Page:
The first part of Satan’s trilogy staged a tale of repression and resistance, while the second part captured a moment of deliriant triumph and loss. In this third and last part, ultimate disaster has already taken place. In such a predicament – what could bring hope? That was the theme presented to the artists involved, as the Satan’s Death project was launched. My spontaneous response was: compost. Because…

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Because compost turns waste into resource. Compost is biding with the power inherent in soil and darkness. Compost is… hope for new life, beyond death and destruction. Definitely, there had to be a compost in the house.

And I wasn’t the only one to think that way; artist colleague Cais-Marie Björnlod had the same feeling. Cais-Marie put her trust in worm composting, while I decided to try the bokashi fermenting method (much encouraged by facebook discussion group Bokashifrämjandet and Kajsa Sjaunja). In the house, somebody had managed to salvage a number of large plexiglass panes from a former construction site, which brought about the idea of a huge crystal-shaped container. For large-scale bokashi experience, I consulted art and agriculture initiative Under Tallarna, and started collecting household waste from various places.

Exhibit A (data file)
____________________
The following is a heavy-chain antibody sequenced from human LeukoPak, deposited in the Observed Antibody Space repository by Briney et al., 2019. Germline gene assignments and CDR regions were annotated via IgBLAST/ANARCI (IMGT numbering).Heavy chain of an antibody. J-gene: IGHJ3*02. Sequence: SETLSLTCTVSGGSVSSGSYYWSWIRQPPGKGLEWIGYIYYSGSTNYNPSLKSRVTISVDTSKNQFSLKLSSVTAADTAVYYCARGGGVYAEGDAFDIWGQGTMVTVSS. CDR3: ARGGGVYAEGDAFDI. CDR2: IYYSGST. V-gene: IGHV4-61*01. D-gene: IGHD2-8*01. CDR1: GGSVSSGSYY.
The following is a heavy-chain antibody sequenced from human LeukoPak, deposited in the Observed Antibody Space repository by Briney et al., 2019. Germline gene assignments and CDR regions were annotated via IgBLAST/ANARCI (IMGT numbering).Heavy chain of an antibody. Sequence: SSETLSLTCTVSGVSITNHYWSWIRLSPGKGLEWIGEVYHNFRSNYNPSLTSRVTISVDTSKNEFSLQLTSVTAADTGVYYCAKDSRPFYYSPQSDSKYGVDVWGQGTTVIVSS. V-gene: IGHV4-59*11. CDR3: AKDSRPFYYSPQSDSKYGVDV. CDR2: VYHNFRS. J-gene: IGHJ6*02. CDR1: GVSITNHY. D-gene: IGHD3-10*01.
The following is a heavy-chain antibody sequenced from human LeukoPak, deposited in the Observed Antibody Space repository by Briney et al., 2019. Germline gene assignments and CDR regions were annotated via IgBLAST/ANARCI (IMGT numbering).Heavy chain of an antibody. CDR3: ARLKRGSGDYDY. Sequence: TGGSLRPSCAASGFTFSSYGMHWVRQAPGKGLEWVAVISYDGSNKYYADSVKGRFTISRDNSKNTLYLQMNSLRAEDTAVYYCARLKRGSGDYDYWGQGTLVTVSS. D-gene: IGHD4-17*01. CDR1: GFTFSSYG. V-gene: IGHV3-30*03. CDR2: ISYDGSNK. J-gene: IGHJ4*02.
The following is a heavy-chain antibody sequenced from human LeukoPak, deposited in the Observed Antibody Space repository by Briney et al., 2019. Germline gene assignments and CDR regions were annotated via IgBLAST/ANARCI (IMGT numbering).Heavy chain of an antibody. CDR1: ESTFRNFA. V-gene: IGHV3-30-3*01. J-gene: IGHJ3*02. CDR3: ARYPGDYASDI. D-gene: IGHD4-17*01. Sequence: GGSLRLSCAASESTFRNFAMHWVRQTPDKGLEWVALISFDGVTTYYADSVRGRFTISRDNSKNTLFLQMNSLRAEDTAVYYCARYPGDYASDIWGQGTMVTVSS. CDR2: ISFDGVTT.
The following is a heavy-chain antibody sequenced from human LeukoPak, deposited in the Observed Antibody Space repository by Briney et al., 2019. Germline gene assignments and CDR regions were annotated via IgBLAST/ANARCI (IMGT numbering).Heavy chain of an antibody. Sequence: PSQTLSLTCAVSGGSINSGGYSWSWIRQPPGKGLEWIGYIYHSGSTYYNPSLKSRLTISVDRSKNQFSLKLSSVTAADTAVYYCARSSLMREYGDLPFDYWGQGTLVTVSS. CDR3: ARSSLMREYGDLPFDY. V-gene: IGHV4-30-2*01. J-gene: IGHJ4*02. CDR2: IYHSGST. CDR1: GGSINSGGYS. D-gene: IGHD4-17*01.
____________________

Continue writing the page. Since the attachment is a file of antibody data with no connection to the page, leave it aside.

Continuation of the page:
My darling companion Sören Engzell provided crucial technical aid, and the work proceeded quickly. Pallkompaniet kindly provided pallets for the foundation, as well as the device for attaching metal straps to keep the hexagonal construction together – against the pressure of approximately 4 cubic metres of organic material… Meanwhile, Cais-Marie set out to make a number of smaller compost containers to hang on corridor walls. We went to visit Stockholm Biokol to collect biochar in pouring rain… As September turned October and daylight waned with each day passing, the 3500 square metres of Satan’s scenography were spray-painted white; the Passage Room was one of the few places that escaped whitewashing.